Over the past several years, DNase-seq and FAIRE-seq have been used to identify regions of open chromatin structure within cells. One limitation of these methods is that only nucleosome-depleted regions of DNA are typically identified. Interestingly, while RED-seq identified nucleosome-depleted regions as well, we also observed differences in chromatin accessibility within nucleosomes that harbor specific histone variants, detecting increased RE accessibility in genomic regions enriched for histones H2A.Z and H3.3. Therefore, unlike previous methods, RED-seq not only measures general chromatin “openness” but also identifies highly dynamic regions of the genome, even if they are not nucleosome-free. We believe that this feature – the ability to quantify accessibility of DNA within nucleosome-bound regions – best distinguishes RED-seq from complementary approaches such as MNase-seq and DNase-seq, which do not probe intranucleosomal accessibility.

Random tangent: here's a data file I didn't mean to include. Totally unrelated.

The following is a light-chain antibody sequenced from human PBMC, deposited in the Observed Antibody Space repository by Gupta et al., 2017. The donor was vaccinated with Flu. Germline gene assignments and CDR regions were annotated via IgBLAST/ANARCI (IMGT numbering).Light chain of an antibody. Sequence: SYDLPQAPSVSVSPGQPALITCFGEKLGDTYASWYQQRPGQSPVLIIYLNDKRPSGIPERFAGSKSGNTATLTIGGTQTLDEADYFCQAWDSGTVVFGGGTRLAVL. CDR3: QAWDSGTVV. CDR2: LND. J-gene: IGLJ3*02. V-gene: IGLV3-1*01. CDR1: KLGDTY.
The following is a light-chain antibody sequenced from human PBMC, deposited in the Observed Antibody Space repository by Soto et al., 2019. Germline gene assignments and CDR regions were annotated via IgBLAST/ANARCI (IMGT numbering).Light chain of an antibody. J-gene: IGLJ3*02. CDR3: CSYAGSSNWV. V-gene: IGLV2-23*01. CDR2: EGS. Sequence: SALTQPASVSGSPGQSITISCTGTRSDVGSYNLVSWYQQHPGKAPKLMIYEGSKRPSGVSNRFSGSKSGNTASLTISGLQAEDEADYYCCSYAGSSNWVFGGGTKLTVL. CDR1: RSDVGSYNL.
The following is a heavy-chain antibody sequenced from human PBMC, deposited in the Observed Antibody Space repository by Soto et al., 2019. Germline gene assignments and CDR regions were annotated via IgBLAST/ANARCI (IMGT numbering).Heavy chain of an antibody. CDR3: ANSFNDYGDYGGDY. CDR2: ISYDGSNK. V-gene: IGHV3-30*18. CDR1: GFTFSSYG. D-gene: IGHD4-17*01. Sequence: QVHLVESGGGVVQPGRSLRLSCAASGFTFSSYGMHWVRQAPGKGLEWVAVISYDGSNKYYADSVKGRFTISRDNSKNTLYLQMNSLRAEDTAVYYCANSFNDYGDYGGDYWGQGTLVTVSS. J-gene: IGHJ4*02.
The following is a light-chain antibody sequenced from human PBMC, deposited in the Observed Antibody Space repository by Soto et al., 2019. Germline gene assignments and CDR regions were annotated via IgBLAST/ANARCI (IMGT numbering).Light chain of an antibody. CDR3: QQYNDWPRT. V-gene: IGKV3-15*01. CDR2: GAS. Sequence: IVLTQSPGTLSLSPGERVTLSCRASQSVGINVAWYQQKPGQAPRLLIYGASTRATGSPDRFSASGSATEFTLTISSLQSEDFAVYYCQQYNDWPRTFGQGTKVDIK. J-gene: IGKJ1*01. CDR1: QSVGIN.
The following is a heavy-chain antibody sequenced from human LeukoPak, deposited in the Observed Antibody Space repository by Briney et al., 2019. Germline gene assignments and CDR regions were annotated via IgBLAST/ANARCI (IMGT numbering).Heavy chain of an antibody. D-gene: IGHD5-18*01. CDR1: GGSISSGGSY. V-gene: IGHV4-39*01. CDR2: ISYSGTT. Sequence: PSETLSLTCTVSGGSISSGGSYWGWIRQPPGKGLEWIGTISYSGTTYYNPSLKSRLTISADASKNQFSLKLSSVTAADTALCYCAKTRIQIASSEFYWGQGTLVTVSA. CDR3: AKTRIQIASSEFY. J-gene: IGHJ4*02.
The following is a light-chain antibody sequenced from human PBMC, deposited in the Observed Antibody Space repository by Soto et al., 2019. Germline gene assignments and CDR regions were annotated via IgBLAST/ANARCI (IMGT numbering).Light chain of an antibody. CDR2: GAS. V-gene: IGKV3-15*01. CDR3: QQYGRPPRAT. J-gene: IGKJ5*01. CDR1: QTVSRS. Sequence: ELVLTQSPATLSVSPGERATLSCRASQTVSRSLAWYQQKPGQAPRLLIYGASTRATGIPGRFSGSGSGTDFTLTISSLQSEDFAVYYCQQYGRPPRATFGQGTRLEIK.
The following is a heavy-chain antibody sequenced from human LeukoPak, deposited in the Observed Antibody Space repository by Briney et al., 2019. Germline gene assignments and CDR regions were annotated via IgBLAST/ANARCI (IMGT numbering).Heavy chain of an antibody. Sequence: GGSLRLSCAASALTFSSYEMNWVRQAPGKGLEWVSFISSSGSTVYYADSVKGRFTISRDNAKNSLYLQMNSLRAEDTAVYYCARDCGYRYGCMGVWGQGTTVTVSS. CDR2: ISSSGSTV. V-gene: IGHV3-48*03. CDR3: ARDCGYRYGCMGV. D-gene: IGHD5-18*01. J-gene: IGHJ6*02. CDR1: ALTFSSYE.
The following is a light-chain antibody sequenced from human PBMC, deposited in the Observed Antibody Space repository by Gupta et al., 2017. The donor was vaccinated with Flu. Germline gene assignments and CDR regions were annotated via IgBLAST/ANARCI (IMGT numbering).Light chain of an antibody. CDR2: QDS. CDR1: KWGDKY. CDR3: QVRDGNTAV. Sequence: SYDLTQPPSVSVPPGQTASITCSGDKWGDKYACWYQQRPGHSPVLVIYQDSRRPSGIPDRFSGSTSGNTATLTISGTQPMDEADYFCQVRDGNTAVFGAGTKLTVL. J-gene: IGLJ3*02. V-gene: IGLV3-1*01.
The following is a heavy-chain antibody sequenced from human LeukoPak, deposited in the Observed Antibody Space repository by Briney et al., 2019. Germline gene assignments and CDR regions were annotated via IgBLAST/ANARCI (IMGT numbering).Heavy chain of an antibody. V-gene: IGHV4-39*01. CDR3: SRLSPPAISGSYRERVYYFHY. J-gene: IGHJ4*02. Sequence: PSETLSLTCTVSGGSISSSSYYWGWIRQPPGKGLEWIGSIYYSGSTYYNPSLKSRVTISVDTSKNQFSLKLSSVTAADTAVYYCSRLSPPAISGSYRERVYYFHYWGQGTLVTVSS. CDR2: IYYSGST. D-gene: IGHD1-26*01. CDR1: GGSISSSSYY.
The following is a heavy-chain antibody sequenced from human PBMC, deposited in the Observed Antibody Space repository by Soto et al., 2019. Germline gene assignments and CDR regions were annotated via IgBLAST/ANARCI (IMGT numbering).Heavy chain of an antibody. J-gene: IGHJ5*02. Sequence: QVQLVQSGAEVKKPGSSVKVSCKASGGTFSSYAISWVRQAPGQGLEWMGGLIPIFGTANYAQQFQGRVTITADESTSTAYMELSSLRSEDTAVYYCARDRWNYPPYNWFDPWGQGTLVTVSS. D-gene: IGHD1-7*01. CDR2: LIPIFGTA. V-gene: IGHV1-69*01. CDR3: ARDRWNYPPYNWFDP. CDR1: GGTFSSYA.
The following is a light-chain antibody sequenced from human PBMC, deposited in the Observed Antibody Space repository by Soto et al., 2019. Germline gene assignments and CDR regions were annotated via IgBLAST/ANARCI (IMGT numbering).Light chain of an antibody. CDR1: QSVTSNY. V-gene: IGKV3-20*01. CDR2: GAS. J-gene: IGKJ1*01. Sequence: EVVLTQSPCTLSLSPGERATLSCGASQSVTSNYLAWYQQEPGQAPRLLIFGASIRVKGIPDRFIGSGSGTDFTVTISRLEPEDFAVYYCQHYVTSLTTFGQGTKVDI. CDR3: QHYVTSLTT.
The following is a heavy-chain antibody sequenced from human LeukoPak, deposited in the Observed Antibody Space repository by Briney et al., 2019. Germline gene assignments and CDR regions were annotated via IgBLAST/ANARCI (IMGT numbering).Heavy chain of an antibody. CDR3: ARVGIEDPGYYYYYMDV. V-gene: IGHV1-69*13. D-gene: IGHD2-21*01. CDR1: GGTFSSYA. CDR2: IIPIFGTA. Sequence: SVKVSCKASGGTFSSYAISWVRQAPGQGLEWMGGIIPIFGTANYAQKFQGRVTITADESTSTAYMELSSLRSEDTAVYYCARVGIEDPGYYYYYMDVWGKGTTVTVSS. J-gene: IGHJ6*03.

The increased accessibility of DNA within H2A.Z- and H3.3-containing nucleosomes is due to the histone variants themselves rather than some unrelated feature of chromatin structure within these regions of the genome, since depletion of H2A.Z and H3.3 loading factors strongly reduced the accessibility of the underlying DNA. Although H2A.Z and H3.3 are also enriched near TSSs, these histone variants are also found within multiple other genomic domains. Indeed, we find that accessibility over CTCF binding sites was reduced upon KD of the H3.3 deposition factor, Hira, suggesting that H3.3 incorporation within nucleosomes surrounding CTCF binding sites may be important for CTCF binding and/or function.

Chromatin structure is dramatically altered during cellular differentiation. By examining regions of the genome enriched for histone modifications, TFs, or chromatin regulators, RED-seq could identify differences in chromatin structure within functionally distinct regions of the genome during ESC differentiation. We found that RE accessibility decreased at many CTCF binding sites upon Oct4 KD and that this decrease correlated with a decrease in CTCF occupancy and an increase in nucleosome occupancy. These differences were even more apparent when comparing ESCs with MEFs. Together, these results suggest that loss of TF binding during differentiation is coincident with deposition of nucleosomes at these sites, leading to loss of chromatin accessibility.